A theoretical model of a volcanic plume, based on applying the
equations of motion in a plume-centered coordinate system,
suggests that the interaction between a volcanic plume and wind
causes enhanced entrainment of air and horizontal momentum, plume
bending, and a decrease in plume rise height at constant eruption
rate. Because of rapid dilution in the high windspeeds of the
polar jet, plumes that vary over more than one order of magnitude
in mass eruption rate (10^6^ to 10^8^ kg/s), if injected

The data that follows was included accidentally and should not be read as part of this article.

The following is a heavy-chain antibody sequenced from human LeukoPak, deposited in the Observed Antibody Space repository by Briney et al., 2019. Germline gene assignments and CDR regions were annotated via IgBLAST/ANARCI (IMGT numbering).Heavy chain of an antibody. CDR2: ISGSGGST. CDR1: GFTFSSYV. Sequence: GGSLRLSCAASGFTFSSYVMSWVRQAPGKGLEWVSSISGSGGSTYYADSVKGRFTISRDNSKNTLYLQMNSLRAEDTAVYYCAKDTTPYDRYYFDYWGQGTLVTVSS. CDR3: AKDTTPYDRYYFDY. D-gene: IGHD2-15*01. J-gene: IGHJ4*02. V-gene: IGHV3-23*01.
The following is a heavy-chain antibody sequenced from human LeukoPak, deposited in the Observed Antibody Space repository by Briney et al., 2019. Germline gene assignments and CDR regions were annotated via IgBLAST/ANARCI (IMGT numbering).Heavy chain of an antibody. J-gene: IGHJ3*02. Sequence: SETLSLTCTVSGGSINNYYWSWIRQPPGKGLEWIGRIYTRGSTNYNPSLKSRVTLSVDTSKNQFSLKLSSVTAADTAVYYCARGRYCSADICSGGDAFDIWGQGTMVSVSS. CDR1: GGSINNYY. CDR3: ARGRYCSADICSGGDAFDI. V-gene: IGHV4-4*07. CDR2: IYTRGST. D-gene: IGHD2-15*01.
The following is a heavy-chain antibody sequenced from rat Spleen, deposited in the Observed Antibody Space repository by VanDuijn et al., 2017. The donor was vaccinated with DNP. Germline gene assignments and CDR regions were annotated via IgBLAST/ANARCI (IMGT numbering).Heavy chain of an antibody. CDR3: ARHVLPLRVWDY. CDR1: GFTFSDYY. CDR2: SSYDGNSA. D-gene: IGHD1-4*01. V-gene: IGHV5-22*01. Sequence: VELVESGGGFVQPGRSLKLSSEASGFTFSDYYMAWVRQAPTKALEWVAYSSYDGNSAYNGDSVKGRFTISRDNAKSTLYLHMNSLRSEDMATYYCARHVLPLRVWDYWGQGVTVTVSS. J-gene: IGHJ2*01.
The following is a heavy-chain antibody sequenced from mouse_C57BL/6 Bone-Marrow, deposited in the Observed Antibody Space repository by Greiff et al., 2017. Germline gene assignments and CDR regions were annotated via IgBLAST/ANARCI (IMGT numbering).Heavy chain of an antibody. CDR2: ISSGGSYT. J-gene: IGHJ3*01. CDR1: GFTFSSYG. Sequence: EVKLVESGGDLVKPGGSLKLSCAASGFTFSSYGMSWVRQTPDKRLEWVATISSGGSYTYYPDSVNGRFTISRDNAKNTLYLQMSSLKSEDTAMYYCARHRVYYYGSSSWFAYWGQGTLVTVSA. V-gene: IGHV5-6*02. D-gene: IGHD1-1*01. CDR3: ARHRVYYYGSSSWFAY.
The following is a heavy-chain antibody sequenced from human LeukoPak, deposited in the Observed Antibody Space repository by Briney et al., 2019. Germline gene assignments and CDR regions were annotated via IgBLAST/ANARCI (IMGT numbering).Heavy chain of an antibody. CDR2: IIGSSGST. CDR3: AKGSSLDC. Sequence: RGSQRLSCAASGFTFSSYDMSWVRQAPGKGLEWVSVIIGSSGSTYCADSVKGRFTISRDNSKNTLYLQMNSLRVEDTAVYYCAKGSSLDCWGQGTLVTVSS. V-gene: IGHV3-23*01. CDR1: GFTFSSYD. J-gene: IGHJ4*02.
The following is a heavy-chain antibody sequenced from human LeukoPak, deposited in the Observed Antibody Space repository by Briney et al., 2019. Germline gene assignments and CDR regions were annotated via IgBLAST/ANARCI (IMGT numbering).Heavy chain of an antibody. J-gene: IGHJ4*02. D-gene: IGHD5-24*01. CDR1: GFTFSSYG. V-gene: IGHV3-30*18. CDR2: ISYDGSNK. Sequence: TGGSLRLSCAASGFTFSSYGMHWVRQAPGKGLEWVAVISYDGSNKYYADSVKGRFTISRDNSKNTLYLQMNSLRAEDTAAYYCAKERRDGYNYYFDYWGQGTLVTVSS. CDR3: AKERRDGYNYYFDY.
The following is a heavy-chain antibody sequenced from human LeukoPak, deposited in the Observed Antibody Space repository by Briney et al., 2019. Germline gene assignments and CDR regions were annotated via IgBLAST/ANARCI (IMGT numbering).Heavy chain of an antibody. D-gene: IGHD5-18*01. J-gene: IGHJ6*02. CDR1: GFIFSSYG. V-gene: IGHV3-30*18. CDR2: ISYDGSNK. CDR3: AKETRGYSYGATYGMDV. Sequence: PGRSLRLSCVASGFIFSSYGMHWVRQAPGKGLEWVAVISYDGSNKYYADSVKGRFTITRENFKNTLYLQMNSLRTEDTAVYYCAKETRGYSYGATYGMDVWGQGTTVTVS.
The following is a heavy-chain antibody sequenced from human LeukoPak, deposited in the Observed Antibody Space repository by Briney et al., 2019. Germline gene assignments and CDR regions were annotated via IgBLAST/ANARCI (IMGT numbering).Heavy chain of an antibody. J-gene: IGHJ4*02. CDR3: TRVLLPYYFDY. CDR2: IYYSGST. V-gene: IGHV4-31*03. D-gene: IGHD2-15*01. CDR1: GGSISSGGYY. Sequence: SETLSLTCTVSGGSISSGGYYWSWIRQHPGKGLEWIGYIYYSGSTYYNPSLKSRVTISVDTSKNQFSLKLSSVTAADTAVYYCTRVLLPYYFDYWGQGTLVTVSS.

into the polar jet, may all attain rise heights only slightly
different from that of the core of the jet, ~10 km, as opposed to
17 - 33 km in a still atmosphere.
The model outputs plume trajectories and rise heights, as well as pyroclast loadings as a function of height, and can therefore be used to produce input for advection-diffusion and volcanic ash transport models such as tephra2 or puff.
Researchers should cite this work as follows:
Geophysical Research Letters, 28(18), 3621-3624, 2001. Effect of Wind on the Rise Height of Volcanic Plumes. M. Bursik